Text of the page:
:state "Missouri"
                        :zip 63141}}})
 
user=> (-> person :employer :address :city)
"Creve Coeur"

;; same as above, but with more nesting
user=> (((person :employer) :address) :city)
"Creve Coeur"


;; Note that this operator (along with ->>) is called a 'thrush' operator.



;; From http://clojure-examples.appspot.com/clojure.core/-%3E
zkim on Mon, 12 Jul 2010
-> can help make code more readable by removing nesting. It can be especially useful when using host methods:
; Difficult to read
user=> (first (.split (.replace (.toUpperCase "a b c d") "A" "X") " "))
"X"
; Easier to read
user=> (-> "a b c d" .toUpperCase (.replace "A" "X") (.split " ") first)
"X"


It can also be useful for pulling values out of deeply-nested data structures:


(def person {
  :name "Mark Volkmann"
  :address {
    :street "644 Glen Summit"
    :city "St. Charles"
    :state "Missouri"
    :zip 63304}
  :employer {
    :name "Object Computing, Inc."
    :address {
      :street "12140 Woodcrest Executive Drive, Suite 250"
      :city "Creve Coeur"
      :state "Missouri"
      :zip 63141}}})
 
user=> (-> person :employer :address :city)
"Creve Coeur"

; same as above, but with more nesting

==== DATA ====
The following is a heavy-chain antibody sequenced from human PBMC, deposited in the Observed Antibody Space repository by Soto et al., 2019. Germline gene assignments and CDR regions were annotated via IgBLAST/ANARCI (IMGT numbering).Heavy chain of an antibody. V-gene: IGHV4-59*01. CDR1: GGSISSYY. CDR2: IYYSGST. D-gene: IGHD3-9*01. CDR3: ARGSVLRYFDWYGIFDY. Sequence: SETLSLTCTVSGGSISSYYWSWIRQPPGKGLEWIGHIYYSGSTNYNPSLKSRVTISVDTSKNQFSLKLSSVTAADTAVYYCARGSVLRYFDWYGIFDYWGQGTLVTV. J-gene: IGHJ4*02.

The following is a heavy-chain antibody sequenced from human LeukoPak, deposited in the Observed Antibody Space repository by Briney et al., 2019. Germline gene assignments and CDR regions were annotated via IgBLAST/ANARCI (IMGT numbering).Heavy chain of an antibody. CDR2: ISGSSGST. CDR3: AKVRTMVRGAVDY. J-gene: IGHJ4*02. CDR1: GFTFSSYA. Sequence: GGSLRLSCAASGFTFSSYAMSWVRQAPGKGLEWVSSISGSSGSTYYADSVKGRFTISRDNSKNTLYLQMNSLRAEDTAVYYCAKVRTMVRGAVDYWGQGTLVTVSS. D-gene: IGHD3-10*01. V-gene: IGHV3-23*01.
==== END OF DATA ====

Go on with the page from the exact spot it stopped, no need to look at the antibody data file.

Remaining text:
user=> (((person :employer) :address) :city)
"Creve Coeur"


Note that this operator (along with ->>) is called a 'thrush' operator.

<br>
<br>
From [http://clojure-examples.appspot.com/clojure.core/-%3E](http://clojure-examples.appspot.com/clojure.core/-%3E) with permission.
zkim on Mon, 12 Jul 2010
-> can help make code more readable by removing nesting. It can be especially useful when using host methods:

; Difficult to read
(first (.split (.replace (.toUpperCase "a b c d") "A" "X") " "))
"X"
; Easier to read
(-> "a b c d" .toUpperCase (.replace "A" "X") (.split " ") first)
"X"


It can also be useful for pulling values out of deeply-nested data structures:


(def person {
  :name "Mark Volkmann"
  :address {
    :street "644 Glen Summit"
    :city "St. Charles"
    :state "Missouri"
    :zip 63304}
  :employer {
    :name "Object Computing, Inc."
    :address {
      :street "12140 Woodcrest Executive Drive, Suite 250"
      :city "Creve Coeur"
      :state "Missouri"
      :zip 63141}}})
 
(-> person :employer :address :city)
"Creve Coeur"
; same as above, but with more nesting
(((person :employer) :address) :city)
"Creve Coeur"


Note that this operator (along with ->>) is called a 'thrush' operator.

<br />
<br />
From [http://clojure-examples.appspot.com/clojure.core/-%3E](http://clojure-examples.appspot.com/clojure.core/-%3E) with permission.